Did you know that eligible children under age three can get early intervention support?
They can, through the Early Intervention Program of Part C of the Individuals with Disabilities Education Act (IDEA)!
Understanding how early Intervention is important, how a child receives IDEA Part C Early Intervention services, and what happens when a child receiving Early Intervention support turns three and still needs help.
What is Part C of the IDEA?
Congress established this program in 1986 in recognition of "an urgent and substantial need" to: enhance the development of infants and toddlers with disabilities; reduce educational costs by minimizing the need for special education through early intervention; minimize the likelihood of institutionalization, and maximize independent living; and, enhance the capacity of families to meet their child's needs.
Why is Early Intervention important?
For children with disabilities, or risk of disabilities, providing support as early in life as possible, is key to helping them reach their individual potential. From birth to age three, a child's brain is developing at an incredible rate. During this time, the brain has the highest ability to change and absorb new information. Very young children need appropriate stimulation and support in order to develop in a healthy way. Paying close attention to children's developmental needs at a young age can save unnecessarily costly interventions later, and improve developmental and learning outcomes. It is an investment in the future of a child, and the future of our society.
The good news is that Early Intervention improves outcomes. For example, a large national study ( http://www.sri.com/neils ) found increased motor, social, and cognitive abilities for young children who received Early Intervention services compared to those who did not. This is why ALL caregivers need to understand the early signs that a child is not developing appropriately, and seek help immediately when they have concerns.
How can my child receive IDEA Early Intervention (Part C) services?
The first step in receiving IDEA Part C (Early Intervention) services is a referral to an early intervention agency for evaluation to determine if a child is eligible for services. In Nevada, there are both private and public agencies that provide early intervention services. To begin the early intervention process, contact Nevada Early Intervention ( http://dhhs.nv.gov/Programs/IDEA/Early_Intervention_Programs ) and share concerns regarding your child’s development.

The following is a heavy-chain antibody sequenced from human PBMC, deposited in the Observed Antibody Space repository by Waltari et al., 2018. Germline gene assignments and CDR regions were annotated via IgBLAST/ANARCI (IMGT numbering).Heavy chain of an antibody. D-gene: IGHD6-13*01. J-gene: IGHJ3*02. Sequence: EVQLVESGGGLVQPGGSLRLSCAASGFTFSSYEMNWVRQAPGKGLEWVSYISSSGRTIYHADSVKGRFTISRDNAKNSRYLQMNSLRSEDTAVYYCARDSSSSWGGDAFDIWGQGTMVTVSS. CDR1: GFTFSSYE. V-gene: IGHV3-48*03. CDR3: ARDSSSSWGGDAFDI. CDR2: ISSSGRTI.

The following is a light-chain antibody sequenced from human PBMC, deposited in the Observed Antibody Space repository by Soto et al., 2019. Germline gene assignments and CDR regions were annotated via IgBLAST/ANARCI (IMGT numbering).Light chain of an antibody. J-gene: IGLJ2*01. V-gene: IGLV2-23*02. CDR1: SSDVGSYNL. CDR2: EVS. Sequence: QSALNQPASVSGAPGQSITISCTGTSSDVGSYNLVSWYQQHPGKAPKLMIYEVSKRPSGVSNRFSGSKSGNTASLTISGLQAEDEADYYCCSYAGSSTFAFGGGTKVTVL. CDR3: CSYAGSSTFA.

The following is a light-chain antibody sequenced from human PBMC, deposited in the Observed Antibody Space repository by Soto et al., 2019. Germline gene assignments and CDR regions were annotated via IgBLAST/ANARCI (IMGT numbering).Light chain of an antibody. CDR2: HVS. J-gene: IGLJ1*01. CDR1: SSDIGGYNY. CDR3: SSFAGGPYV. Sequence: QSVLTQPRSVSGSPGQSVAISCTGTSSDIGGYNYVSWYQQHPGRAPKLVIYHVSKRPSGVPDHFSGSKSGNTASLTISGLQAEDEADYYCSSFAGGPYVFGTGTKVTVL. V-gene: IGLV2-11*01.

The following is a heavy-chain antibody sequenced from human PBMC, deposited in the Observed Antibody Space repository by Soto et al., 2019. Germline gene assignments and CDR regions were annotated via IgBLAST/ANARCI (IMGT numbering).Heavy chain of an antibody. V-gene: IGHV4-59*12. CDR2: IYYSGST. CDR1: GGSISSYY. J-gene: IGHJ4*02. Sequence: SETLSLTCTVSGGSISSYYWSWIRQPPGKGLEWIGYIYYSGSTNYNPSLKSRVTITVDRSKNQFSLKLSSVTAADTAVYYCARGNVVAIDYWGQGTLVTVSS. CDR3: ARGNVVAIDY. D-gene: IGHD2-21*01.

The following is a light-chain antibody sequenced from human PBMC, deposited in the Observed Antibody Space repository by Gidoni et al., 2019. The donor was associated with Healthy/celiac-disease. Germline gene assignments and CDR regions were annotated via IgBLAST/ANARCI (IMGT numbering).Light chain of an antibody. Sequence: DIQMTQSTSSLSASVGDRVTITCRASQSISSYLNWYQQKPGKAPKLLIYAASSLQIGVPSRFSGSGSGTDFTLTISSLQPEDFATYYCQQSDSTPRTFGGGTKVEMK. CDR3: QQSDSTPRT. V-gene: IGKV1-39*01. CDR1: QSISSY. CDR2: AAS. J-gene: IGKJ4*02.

Anyone who is concerned about a child can make a referral (parents, health care providers, neighbors, family members, foster parents, and day care providers). Because important timelines apply, referrals should be made in a way that provides proof of delivery (fax, registered mail, hand delivered).
Once a referral has been made, the early intervention provider must determine whether a full evaluation is appropriate, and let the family know of their decision in writing. It is important to understand that only those who hold Education Rights can consent to any evaluation.
If an evaluation is appropriate, and the child is found eligible for Early Intervention services, an Individualized Family Service Plan (IFSP) will be created with the family and service provider(s). An IFSP outlines the child's strengths and developmental needs, the family's concerns and priorities, and the Early Intervention services that will be provided to the child and the family. At every point, families have a right to challenge any decision and will receive information about how to do that in the form of a special notice of "procedural safeguards."
Eligible children receive services, evaluations, and service coordination at no cost to the family.
What happens when my child turns three?
Preparing ahead of time is crucial for a smooth transition to needed supports by the time your child turns three and IDEA Part C services stop. Once your child reaches the age of two, the discussion of transition to Early Childhood programs begins with your child's Early Intervention Service Coordinator.
Some children will not need continuing support, but this decision must be made after a comprehensive assessment of progress and development is completed by the local school district. The service coordinator will reach out to your child's school district to arrange a transition meeting to discuss any evaluations that may be needed, and to share important information about your child.
The school district will request permission to conduct evaluations. These evaluations must be completed before your child turns three. You will be part of an Individualized Educational Program (IEP) team that must meet to see if your child is eligible for specialized support ("Special Education") for students age three through 22. This is called IDEA Part B. If your child is found eligible for Part B, an IEP will be developed to support your child. Specialized support and instruction will then be provided through your child's school district. IEP supports must be in place by age three to ensure that there were no gaps in services provided to your child, if eligibility for continued special education services was established.
For More Information
For more information on Early Intervention (Part C of IDEA) and how to access services for your child, call your local Parent Training and Information Center (PTI). Nevada PEP is Nevada’s statewide Parent Training and Information Center.
Statewide/Nationwide Toll Free number for contacting Nevada Early Intervention: Project ASSIST at 1-800-522-0066